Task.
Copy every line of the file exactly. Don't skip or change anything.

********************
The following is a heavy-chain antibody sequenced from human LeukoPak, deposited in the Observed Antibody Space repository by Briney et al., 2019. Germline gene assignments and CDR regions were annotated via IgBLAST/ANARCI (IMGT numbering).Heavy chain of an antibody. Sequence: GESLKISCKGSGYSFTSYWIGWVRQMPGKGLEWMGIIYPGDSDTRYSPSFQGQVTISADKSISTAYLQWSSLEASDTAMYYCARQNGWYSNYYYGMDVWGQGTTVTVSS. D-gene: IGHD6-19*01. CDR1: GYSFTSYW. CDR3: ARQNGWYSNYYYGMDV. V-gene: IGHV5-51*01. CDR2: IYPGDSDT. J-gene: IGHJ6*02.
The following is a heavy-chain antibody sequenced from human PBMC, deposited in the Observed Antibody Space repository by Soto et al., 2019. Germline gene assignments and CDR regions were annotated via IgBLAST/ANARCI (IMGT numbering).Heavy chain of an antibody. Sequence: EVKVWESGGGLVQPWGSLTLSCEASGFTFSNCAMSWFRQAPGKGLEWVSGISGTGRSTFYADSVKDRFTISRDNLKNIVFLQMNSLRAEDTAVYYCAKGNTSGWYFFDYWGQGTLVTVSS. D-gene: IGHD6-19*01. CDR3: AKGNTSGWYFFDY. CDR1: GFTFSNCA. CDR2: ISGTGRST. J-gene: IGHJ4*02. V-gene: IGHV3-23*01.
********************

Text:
The following is a heavy-chain antibody sequenced from human LeukoPak, deposited in the Observed Antibody Space repository by Briney et al., 2019. Germline gene assignments and CDR regions were annotated via IgBLAST/ANARCI (IMGT numbering).Heavy chain of an antibody. Sequence: GESLKISCKGSGYSFTSYWIGWVRQMPGKGLEWMGIIYPGDSDTRYSPSFQGQVTISADKSISTAYLQWSSLEASDTAMYYCARQNGWYSNYYYGMDVWGQGTTVTVSS. D-gene: IGHD6-19*01. CDR1: GYSFTSYW. CDR3: ARQNGWYSNYYYGMDV. V-gene: IGHV5-51*01. CDR2: IYPGDSDT. J-gene: IGHJ6*02.
The following is a heavy-chain antibody sequenced from human PBMC, deposited in the Observed Antibody Space repository by Soto et al., 2019. Germline gene assignments and CDR regions were annotated via IgBLAST/ANARCI (IMGT numbering).Heavy chain of an antibody. Sequence: EVKVWESGGGLVQPWGSLTLSCEASGFTFSNCAMSWFRQAPGKGLEWVSGISGTGRSTFYADSVKDRFTISRDNLKNIVFLQMNSLRAEDTAVYYCAKGNTSGWYFFDYWGQGTLVTVSS. D-gene: IGHD6-19*01. CDR3: AKGNTSGWYFFDY. CDR1: GFTFSNCA. CDR2: ISGTGRST. J-gene: IGHJ4*02. V-gene: IGHV3-23*01.